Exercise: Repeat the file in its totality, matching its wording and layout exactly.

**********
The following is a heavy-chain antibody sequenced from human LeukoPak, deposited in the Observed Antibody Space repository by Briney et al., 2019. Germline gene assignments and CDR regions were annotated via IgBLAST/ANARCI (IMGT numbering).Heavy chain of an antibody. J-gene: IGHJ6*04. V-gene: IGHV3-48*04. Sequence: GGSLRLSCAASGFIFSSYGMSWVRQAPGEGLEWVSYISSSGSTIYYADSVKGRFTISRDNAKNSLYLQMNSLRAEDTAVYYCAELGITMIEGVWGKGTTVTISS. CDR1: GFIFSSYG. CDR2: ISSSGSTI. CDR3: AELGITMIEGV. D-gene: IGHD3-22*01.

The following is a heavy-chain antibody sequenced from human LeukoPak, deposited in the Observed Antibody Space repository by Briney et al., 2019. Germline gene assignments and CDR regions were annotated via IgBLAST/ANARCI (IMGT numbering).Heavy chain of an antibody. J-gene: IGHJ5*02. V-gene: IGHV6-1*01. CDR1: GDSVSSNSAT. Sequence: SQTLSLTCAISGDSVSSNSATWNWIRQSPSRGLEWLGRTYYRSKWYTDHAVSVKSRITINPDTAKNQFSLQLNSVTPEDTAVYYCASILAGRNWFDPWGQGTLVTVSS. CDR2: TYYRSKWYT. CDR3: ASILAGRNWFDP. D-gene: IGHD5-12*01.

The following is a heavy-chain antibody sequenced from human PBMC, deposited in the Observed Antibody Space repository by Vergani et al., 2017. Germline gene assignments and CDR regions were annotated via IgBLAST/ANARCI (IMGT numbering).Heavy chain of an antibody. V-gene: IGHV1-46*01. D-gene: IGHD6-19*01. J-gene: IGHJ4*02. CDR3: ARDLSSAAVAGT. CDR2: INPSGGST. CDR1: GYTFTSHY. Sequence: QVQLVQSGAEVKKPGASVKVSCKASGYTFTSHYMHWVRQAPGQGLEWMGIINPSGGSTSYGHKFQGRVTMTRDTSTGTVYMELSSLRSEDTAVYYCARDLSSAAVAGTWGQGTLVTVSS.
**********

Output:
The following is a heavy-chain antibody sequenced from human LeukoPak, deposited in the Observed Antibody Space repository by Briney et al., 2019. Germline gene assignments and CDR regions were annotated via IgBLAST/ANARCI (IMGT numbering).Heavy chain of an antibody. J-gene: IGHJ6*04. V-gene: IGHV3-48*04. Sequence: GGSLRLSCAASGFIFSSYGMSWVRQAPGEGLEWVSYISSSGSTIYYADSVKGRFTISRDNAKNSLYLQMNSLRAEDTAVYYCAELGITMIEGVWGKGTTVTISS. CDR1: GFIFSSYG. CDR2: ISSSGSTI. CDR3: AELGITMIEGV. D-gene: IGHD3-22*01.

The following is a heavy-chain antibody sequenced from human LeukoPak, deposited in the Observed Antibody Space repository by Briney et al., 2019. Germline gene assignments and CDR regions were annotated via IgBLAST/ANARCI (IMGT numbering).Heavy chain of an antibody. J-gene: IGHJ5*02. V-gene: IGHV6-1*01. CDR1: GDSVSSNSAT. Sequence: SQTLSLTCAISGDSVSSNSATWNWIRQSPSRGLEWLGRTYYRSKWYTDHAVSVKSRITINPDTAKNQFSLQLNSVTPEDTAVYYCASILAGRNWFDPWGQGTLVTVSS. CDR2: TYYRSKWYT. CDR3: ASILAGRNWFDP. D-gene: IGHD5-12*01.

The following is a heavy-chain antibody sequenced from human PBMC, deposited in the Observed Antibody Space repository by Vergani et al., 2017. Germline gene assignments and CDR regions were annotated via IgBLAST/ANARCI (IMGT numbering).Heavy chain of an antibody. V-gene: IGHV1-46*01. D-gene: IGHD6-19*01. J-gene: IGHJ4*02. CDR3: ARDLSSAAVAGT. CDR2: INPSGGST. CDR1: GYTFTSHY. Sequence: QVQLVQSGAEVKKPGASVKVSCKASGYTFTSHYMHWVRQAPGQGLEWMGIINPSGGSTSYGHKFQGRVTMTRDTSTGTVYMELSSLRSEDTAVYYCARDLSSAAVAGTWGQGTLVTVSS.